Kayla Jean Mueller, who died as a hostage of Islamic State (ISIS) jihadists, took strength during captivity in her faith in God and the love of her family, she wrote in a letter relatives released on Tuesday.
"I have been shown in darkness, light + have learned that even in prison, one can be free," said a handwritten letter by Mueller which was smuggled out by fellow captives following their release by Islamic State jihadists.
The 26-year old humanitarian aid worker was driven by an unquenchable passion to help others, saying that service to others brought her closer to God.
In the letter released by her family after the White House confirmed her death, she said she managed to find glimmers of joy, even in captivity.
"I have come to see that there is good in every situation, sometimes we just have to look for it, Mueller wrote in the letter received by her relatives in early 2014.
"I pray each each day that if nothing else, you have felt a certain closeness + surrender to God as well + have formed a bond of love + support amongst one another," she wrote in the letter, secretly penned in snatches of time during her captivity.
Mueller described the place where she was being held as "a safe location," and said she was "completely unharmed + healthy (put on weight in fact)."
She also revealed times of doubt and darkness, but also resolve as she summoned the will to keep going.
"None of us could have known it would be this long but know I am also fighting from my side in the ways I am able + I have a lot of fight left inside of me," she wrote in her letter. "I am not breaking down + I will not give in no matter how long it takes."
The idealistic native of Prescott, Arizona, was captured by ISIS terrorists in August 2013, while leaving a Doctors Without Borders hospital in Aleppo, Syria.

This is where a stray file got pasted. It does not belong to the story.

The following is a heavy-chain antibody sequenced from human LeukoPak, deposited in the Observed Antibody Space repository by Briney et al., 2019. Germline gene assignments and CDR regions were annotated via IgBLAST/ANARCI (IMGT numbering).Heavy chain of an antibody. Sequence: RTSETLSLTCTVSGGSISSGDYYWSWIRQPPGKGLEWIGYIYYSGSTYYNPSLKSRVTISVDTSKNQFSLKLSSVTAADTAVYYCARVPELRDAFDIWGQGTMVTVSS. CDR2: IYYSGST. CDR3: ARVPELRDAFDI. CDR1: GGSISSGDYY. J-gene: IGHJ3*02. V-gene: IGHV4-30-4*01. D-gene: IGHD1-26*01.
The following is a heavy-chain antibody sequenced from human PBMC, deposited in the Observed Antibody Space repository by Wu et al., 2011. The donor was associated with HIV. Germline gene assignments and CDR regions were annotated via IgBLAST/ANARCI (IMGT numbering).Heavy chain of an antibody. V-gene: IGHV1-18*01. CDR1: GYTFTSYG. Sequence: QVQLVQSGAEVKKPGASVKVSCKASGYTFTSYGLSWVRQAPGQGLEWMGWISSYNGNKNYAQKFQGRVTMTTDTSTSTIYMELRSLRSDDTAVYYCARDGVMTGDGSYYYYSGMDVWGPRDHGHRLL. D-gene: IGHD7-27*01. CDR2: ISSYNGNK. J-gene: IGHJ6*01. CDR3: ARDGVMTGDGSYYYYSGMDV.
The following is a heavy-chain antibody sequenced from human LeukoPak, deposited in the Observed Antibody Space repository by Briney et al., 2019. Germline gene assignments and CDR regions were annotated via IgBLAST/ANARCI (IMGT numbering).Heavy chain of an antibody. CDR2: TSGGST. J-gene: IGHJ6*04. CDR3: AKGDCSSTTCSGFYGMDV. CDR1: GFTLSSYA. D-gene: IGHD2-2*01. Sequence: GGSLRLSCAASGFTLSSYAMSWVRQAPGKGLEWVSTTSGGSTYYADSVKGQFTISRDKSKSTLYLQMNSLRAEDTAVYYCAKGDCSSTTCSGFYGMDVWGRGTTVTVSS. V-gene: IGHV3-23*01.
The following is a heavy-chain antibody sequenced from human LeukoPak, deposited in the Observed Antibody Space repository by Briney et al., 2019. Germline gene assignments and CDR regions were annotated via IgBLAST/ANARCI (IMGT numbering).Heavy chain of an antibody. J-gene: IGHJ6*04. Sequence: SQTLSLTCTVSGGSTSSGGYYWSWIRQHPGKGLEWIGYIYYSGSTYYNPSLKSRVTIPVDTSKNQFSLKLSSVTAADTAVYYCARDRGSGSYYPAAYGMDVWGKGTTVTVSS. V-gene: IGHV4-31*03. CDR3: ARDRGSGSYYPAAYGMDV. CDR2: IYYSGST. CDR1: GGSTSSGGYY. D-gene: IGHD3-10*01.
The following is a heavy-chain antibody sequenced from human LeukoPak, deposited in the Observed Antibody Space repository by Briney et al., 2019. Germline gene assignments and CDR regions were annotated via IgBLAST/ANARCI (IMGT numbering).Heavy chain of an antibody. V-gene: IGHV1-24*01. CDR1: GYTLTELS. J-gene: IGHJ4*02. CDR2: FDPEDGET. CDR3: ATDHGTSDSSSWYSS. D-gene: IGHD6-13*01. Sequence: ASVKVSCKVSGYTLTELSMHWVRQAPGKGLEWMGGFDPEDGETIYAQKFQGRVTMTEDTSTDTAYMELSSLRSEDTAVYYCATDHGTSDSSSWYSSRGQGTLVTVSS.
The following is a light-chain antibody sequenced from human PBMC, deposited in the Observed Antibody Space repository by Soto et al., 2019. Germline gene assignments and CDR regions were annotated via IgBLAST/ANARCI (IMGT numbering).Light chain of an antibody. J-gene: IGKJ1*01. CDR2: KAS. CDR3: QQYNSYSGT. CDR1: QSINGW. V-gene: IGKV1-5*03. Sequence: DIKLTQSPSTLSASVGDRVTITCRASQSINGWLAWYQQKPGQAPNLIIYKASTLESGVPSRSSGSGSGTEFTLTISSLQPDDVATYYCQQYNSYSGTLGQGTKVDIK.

Her humanitarian service over the years included volunteer work at a women's shelter in her hometown of Prescott, as well as work at an HIV/AIDS clinic.
At the time she was taken hostage, Mueller had been working along the Turkish-Syrian border, trying to help some of the thousands of refugees fleeing the Syrian civil war.
That conflict was but one of several where Mueller had hoped to make a difference.
Since her graduation from Northern Arizona University in 2009, she dedicated her life to helping those in need across the globe from India, to Israel, to the Palestinian Authority (PA) held territories.
Finding God in suffering
In a birthday letter to her father in 2011, Mueller tried to explain the reason for her drive to serve others so selflessly.
"Some people find God in church. Some people find God in nature. Some people find God in love; I find God in suffering," Mueller wrote, adding that her mission to relieve suffering of the less fortunate was her "life's work."
Mueller was the last remaining American hostage known to be held by the jihadist group, which has made a grisly ritual of killing a succession of hostages, then posting the brutal executions on the Internet.
Mueller's relatives only last week revealed that she was in fact being held by ISIS, after having gone to extraordinary lengths to keep it secret during her one-and-a-half year captivity.
After ISIS last week announced that Mueller had died as a casualty of coalition bombing, her family continued to cling to the hope that she somehow had escaped death.
But over the weekend they received a "private message" from ISIS that allowed US intelligence services confirm her death, the White House and the family said.
The family said they are buoyed by the knowledge of how much good Mueller did during her short life.
"We are so proud of the person Kayla was and the work that she did while she was here with us. She lived with purpose, and we will work every day to honor her legacy," they said in a statement in which they also offered prayers "for a peaceful resolution of the conflict in Syria."
US President Barack Obama paid homage to Mueller's brief, purpose-driven existence.
"She epitomized all that is good in our world," the president said in a statement.
"She has been taken from us, but her legacy endures, inspiring all those who fight, each in their own way, for what is just and what is decent," Obama said.